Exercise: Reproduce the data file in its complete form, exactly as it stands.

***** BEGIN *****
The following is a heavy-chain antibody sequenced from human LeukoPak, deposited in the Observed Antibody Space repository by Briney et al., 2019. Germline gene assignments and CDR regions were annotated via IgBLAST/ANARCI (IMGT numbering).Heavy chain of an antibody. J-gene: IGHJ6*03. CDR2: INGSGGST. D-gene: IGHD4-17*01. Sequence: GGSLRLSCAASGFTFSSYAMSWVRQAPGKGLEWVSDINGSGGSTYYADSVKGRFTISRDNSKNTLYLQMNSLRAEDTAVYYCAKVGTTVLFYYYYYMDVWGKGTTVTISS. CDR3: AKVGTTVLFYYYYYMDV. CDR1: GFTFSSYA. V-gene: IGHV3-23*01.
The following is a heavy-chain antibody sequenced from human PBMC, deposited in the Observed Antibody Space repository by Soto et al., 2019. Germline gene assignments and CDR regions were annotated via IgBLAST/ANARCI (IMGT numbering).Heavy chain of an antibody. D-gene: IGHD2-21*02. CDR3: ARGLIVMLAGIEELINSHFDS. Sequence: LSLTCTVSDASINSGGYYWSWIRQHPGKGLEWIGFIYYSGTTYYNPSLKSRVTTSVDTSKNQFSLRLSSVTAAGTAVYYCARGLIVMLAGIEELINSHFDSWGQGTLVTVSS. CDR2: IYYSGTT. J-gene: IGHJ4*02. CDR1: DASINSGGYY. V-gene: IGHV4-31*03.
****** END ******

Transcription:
The following is a heavy-chain antibody sequenced from human LeukoPak, deposited in the Observed Antibody Space repository by Briney et al., 2019. Germline gene assignments and CDR regions were annotated via IgBLAST/ANARCI (IMGT numbering).Heavy chain of an antibody. J-gene: IGHJ6*03. CDR2: INGSGGST. D-gene: IGHD4-17*01. Sequence: GGSLRLSCAASGFTFSSYAMSWVRQAPGKGLEWVSDINGSGGSTYYADSVKGRFTISRDNSKNTLYLQMNSLRAEDTAVYYCAKVGTTVLFYYYYYMDVWGKGTTVTISS. CDR3: AKVGTTVLFYYYYYMDV. CDR1: GFTFSSYA. V-gene: IGHV3-23*01.
The following is a heavy-chain antibody sequenced from human PBMC, deposited in the Observed Antibody Space repository by Soto et al., 2019. Germline gene assignments and CDR regions were annotated via IgBLAST/ANARCI (IMGT numbering).Heavy chain of an antibody. D-gene: IGHD2-21*02. CDR3: ARGLIVMLAGIEELINSHFDS. Sequence: LSLTCTVSDASINSGGYYWSWIRQHPGKGLEWIGFIYYSGTTYYNPSLKSRVTTSVDTSKNQFSLRLSSVTAAGTAVYYCARGLIVMLAGIEELINSHFDSWGQGTLVTVSS. CDR2: IYYSGTT. J-gene: IGHJ4*02. CDR1: DASINSGGYY. V-gene: IGHV4-31*03.